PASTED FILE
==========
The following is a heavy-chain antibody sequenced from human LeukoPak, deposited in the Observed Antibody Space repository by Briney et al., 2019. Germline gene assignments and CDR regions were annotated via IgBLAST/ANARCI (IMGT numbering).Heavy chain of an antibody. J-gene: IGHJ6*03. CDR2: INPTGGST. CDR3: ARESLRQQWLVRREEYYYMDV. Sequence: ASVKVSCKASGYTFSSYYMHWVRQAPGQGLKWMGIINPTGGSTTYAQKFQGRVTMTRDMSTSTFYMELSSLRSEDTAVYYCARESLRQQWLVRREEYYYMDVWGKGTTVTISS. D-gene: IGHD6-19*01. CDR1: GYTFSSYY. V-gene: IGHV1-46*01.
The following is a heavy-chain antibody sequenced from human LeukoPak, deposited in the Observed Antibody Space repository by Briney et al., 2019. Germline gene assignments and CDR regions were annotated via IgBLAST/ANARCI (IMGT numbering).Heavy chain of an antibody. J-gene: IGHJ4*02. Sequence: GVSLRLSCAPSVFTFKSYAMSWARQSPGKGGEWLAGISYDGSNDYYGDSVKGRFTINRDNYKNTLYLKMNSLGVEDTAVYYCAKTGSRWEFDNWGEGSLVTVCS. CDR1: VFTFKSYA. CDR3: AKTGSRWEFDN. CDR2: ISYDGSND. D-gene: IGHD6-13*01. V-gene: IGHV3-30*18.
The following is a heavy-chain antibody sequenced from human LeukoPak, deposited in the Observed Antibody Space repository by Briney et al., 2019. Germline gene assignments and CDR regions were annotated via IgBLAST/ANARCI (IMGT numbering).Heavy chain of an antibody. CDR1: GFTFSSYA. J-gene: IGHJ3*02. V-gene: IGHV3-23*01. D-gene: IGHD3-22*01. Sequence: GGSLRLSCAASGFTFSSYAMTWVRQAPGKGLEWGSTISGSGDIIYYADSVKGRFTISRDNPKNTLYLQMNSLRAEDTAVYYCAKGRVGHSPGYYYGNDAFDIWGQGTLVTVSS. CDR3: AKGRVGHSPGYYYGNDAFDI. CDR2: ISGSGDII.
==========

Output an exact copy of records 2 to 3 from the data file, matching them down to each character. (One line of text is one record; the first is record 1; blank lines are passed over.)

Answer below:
The following is a heavy-chain antibody sequenced from human LeukoPak, deposited in the Observed Antibody Space repository by Briney et al., 2019. Germline gene assignments and CDR regions were annotated via IgBLAST/ANARCI (IMGT numbering).Heavy chain of an antibody. J-gene: IGHJ4*02. Sequence: GVSLRLSCAPSVFTFKSYAMSWARQSPGKGGEWLAGISYDGSNDYYGDSVKGRFTINRDNYKNTLYLKMNSLGVEDTAVYYCAKTGSRWEFDNWGEGSLVTVCS. CDR1: VFTFKSYA. CDR3: AKTGSRWEFDN. CDR2: ISYDGSND. D-gene: IGHD6-13*01. V-gene: IGHV3-30*18.
The following is a heavy-chain antibody sequenced from human LeukoPak, deposited in the Observed Antibody Space repository by Briney et al., 2019. Germline gene assignments and CDR regions were annotated via IgBLAST/ANARCI (IMGT numbering).Heavy chain of an antibody. CDR1: GFTFSSYA. J-gene: IGHJ3*02. V-gene: IGHV3-23*01. D-gene: IGHD3-22*01. Sequence: GGSLRLSCAASGFTFSSYAMTWVRQAPGKGLEWGSTISGSGDIIYYADSVKGRFTISRDNPKNTLYLQMNSLRAEDTAVYYCAKGRVGHSPGYYYGNDAFDIWGQGTLVTVSS. CDR3: AKGRVGHSPGYYYGNDAFDI. CDR2: ISGSGDII.